The fractures of the distal humerus are typical of childhood but may also occur in adults. They are mostly caused by indirect trauma such as a fall on the outstretched arm in extension or by direct trauma.
The pain is intense and diffuse across the all joint. The intensity of the pain prevents any movements, except for a minimal flexion.
The doctor will prescribe you an x-ray; sometimes the suspicion of neurological or vascular complications will require the implementation of additional tests such as electromyography or arteriography.
The conservative treatment with a plaster is rare because the stiffness of the elbow after immobilization has a very high incidence. And therefore is better an early resumptions of motion after operative fixation.
Fractured distal humerus – Surgery
We use a variety of different techniques: interosseous wire, plaques and external fixators. The main objective of rehabilitation is the early joint mobilization with careful control of the complications that, in some cases, require a further surgical treatment.
The management of post-surgical rehabilitation must take into great consideration the instructions of the surgeon, who generally allows the movement of pronation and supation very late.
Distal humerus fracture – Rehabilitation
The distal humerus fracture is typical of childhood and is classified as a supracondylar fracture; in adults may be either supracondylar or intercondylar with involvement of the articular surface of the elbow. It is caused mostly by indirect trauma produced by a fall on the outstretched arm in extension (infant) or by direct trauma such as the shock trauma on the car window (adult). The prevention of early (vascular, neurological) and late (joint limitations, instability) complications are the basis for the choice of treatment to be followed which is now substantially surgical as it allows a rapid reduction of the fracture.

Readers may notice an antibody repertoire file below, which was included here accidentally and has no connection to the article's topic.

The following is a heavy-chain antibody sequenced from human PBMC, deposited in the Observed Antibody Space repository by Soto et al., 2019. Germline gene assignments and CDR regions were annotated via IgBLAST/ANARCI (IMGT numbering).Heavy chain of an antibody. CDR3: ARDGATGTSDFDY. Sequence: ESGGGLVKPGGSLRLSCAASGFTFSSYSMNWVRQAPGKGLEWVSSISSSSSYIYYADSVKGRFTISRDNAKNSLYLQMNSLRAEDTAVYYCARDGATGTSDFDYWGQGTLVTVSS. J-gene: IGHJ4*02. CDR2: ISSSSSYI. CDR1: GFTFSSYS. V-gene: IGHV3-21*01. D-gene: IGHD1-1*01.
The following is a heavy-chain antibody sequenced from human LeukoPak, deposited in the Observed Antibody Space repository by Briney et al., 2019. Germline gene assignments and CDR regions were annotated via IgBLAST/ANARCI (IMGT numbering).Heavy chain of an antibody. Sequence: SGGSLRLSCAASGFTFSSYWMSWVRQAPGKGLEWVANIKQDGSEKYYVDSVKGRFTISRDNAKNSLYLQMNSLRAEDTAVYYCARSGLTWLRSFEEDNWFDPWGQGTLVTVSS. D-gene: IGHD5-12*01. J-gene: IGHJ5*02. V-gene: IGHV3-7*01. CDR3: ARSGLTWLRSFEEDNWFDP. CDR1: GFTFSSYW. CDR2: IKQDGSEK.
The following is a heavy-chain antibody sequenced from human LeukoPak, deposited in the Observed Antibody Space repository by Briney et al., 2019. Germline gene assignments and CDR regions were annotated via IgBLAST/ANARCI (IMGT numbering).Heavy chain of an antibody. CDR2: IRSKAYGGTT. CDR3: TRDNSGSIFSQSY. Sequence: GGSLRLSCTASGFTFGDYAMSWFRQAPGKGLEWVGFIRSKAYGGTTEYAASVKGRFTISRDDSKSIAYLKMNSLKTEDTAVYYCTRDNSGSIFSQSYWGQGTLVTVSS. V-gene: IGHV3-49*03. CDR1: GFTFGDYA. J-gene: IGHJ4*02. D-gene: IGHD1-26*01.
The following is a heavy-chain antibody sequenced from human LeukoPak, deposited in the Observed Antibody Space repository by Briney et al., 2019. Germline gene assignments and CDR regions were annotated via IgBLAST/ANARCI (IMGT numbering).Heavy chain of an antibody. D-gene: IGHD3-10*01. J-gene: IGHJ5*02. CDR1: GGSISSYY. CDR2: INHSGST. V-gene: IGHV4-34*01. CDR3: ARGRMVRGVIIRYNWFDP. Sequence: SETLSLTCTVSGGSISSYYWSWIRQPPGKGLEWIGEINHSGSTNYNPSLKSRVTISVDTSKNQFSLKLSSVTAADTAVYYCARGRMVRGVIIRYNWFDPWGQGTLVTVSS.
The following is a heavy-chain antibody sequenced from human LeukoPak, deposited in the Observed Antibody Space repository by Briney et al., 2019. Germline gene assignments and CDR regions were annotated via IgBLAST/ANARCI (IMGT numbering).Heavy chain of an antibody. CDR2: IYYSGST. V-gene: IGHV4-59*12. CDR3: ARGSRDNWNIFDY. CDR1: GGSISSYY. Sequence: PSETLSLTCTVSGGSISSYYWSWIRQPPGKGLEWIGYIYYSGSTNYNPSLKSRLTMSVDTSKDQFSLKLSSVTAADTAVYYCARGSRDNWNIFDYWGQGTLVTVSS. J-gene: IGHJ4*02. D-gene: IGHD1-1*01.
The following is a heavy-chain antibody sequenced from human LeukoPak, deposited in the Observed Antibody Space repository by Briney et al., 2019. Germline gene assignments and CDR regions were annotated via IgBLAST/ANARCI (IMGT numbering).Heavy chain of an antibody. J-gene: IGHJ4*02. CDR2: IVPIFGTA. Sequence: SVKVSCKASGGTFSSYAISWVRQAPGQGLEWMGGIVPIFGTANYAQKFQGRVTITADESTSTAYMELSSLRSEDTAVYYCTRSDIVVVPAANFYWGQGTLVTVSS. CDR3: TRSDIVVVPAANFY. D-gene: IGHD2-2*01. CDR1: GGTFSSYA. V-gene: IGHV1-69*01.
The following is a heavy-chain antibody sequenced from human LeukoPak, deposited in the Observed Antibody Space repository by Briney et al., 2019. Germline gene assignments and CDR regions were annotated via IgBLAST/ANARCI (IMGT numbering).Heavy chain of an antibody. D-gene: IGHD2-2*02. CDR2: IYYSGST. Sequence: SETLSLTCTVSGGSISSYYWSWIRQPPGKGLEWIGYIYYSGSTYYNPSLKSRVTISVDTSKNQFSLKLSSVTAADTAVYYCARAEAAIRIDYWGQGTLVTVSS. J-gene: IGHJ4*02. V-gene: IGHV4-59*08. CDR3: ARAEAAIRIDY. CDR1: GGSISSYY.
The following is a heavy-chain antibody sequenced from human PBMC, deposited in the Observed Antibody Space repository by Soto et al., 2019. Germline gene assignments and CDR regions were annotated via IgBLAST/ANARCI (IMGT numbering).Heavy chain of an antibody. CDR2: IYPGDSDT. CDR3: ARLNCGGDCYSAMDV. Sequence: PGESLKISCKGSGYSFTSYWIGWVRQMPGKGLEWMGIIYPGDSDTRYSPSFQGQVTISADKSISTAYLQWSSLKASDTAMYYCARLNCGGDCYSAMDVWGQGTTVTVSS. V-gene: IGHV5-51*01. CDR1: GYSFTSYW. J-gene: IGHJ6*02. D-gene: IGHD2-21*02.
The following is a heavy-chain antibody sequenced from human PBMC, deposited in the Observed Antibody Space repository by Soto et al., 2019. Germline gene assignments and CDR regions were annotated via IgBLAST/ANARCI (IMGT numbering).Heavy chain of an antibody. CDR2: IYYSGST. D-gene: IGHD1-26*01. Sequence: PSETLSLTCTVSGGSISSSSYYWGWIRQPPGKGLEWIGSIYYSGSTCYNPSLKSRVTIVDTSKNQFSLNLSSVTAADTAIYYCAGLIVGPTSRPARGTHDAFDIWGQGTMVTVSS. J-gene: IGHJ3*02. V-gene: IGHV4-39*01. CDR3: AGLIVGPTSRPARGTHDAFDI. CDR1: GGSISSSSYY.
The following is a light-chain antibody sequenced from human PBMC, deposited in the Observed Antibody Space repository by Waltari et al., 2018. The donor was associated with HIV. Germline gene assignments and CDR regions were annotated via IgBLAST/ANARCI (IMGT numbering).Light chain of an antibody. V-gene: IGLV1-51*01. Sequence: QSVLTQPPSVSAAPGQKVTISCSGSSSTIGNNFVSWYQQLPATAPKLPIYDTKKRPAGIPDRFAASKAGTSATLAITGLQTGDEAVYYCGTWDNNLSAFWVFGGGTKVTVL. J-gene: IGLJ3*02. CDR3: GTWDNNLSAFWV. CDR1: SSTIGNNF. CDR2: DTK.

The rehabilitation can begin after the removal of post-operative brace. The first phase of the protocol is aimed to the recovery of the wrist mobility through passive mobilization of the limb with attention to joint locks and wrist movements of pronation and supination and extensibility recovery through stretching of all muscle arm chain and forearm. At this stage, to control pain may be useful physical therapy, ice and massage therapy primarily relaxant and draining of the shoulder girdle and the entire upper limb.
Gained the full range of motion, you can advance to the second phase of the rehabilitation program with the aim of strengthening the muscle chain through the use of exercises with rubber bands and weights for biceps and triceps, pro-supinator, stabilizing muscles of the shoulder and girdle scapular. Parallel to the recovery of strength will be included coordination and upper limb dexterity exercises with balls, nets and dexterity exercises with the therapist.
The therapeutic program ends on the sports field for the recovery of the global arm function with the launch/gripping objects exercises and pushups on unstable surfaces (tablets, Bobath balls) to more complex and sport specific exercises for safe return sport and fracture healing.